There are a few good, critical, education blogs by Australian teachers that are already out there. I was going to link here to Corinne Campbell’s blog but that appears to have gone private – I hope it’s back again soon because, although we don’t always agree, Corinne writes thoughtful, provocative posts.

I particularly like Disengaged Educator by Mark Johnson and Things Behind the Sun by Benjamin Evans who write great posts on how their thinking about teaching has changed. The Aussie Ed blog – which I think is written by Brett Salakas – has taken things up a gear recently by posting some polemics that I disagree with but that are a welcome addition to the debate. Educationalists have also started to dip their toes in the water of blogging and so this might be something to watch out for in the future.

Take a look at some of these blogs and you might get a few ideas about what you could write. I don’t have a comprehensive catalogue and there are bound to be great bloggers out there who I haven’t even read (let me know). Nevertheless, I still think that there is much room for growth within Australian teacher blogging. It is a means by which the profession can start to take control of its own destiny but we have to reach a critical mass before politicians start to take notice, particularly in a split federal/state education system. This is why I am asking you to take part.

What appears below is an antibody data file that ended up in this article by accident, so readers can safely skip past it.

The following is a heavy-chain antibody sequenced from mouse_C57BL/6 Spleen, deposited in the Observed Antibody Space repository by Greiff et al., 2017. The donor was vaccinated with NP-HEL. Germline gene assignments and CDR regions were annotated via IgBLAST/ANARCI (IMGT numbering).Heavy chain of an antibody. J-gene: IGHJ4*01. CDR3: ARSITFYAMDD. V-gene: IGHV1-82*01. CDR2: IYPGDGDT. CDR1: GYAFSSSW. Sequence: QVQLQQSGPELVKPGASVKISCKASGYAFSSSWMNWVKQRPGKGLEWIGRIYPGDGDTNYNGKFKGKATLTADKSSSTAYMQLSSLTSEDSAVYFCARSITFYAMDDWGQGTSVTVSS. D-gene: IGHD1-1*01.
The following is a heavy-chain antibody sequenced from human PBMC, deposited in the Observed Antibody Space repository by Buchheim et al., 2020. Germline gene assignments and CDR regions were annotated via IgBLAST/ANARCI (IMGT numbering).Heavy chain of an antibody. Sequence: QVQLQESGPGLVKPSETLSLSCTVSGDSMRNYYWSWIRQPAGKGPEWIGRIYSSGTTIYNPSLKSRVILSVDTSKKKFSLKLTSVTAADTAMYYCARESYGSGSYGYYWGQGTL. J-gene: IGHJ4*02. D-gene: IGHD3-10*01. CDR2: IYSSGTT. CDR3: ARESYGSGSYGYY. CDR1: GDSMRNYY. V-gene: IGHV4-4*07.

So have a go. Setting up a WordPress.com account is easy and so I recommend this platform. When you do, make sure you go to the ‘sharing’ settings and change them so that it Tweets your Twitter handle whenever anyone Tweets your post (you are on Twitter, right?). That way, people can share your post with ease if they like what you have written, without having to manually tag you.

Let me know when you’re up-and-running. I look forward to reading your ideas.

How to set-up WordPress to share your Twitter handle

How to set-up WordPress to share your Twitter handle

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15 Comments on “Time to raise your hand?”

  1. cburke2012 says:

    You’re right Greg, Corrine’s stuff is great

  2. Bart says:

    For me it comes down to the fact that I’m not a fast writer. When I do write a comment I have often agonised over the precise wording to articulate myself and the nuance I want to convey that it just takes me too long. I’m worried with the whole work-life-family balance if I start spending my free time not only reading about education but writing about it too. Sometimes I just want to relax, play a game or watch telly. I am, however, continually amazed at how prolific you are with your posts, Greg, and your voice is a much needed one in educational circles.

    • gregashman says:

      Thanks. It’s up to you. I would like to hear your voice. You don’t need to blog as often as me. I started out by posting once a month. I also have the superpower of insomnia!

  3. Rahna says:

    Thanks, Greg.

    You have made it easy for lurkers like me to get started. When I’m not so busy, I’ll start slowly and give it a try. I definitely need some sort of catharsis.

    I think the same way as you do on many issues and have been really disappointed with my own teacher training – as have many, many others.